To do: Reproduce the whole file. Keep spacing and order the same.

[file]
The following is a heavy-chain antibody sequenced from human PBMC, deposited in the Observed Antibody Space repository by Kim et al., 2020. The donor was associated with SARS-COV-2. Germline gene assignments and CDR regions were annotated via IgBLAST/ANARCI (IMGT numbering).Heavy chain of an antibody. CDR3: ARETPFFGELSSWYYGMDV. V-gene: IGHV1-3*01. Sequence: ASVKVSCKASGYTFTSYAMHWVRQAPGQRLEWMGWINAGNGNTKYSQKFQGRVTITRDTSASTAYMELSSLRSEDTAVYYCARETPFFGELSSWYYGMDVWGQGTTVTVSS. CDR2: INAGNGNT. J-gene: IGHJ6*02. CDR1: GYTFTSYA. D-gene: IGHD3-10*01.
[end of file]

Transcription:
The following is a heavy-chain antibody sequenced from human PBMC, deposited in the Observed Antibody Space repository by Kim et al., 2020. The donor was associated with SARS-COV-2. Germline gene assignments and CDR regions were annotated via IgBLAST/ANARCI (IMGT numbering).Heavy chain of an antibody. CDR3: ARETPFFGELSSWYYGMDV. V-gene: IGHV1-3*01. Sequence: ASVKVSCKASGYTFTSYAMHWVRQAPGQRLEWMGWINAGNGNTKYSQKFQGRVTITRDTSASTAYMELSSLRSEDTAVYYCARETPFFGELSSWYYGMDVWGQGTTVTVSS. CDR2: INAGNGNT. J-gene: IGHJ6*02. CDR1: GYTFTSYA. D-gene: IGHD3-10*01.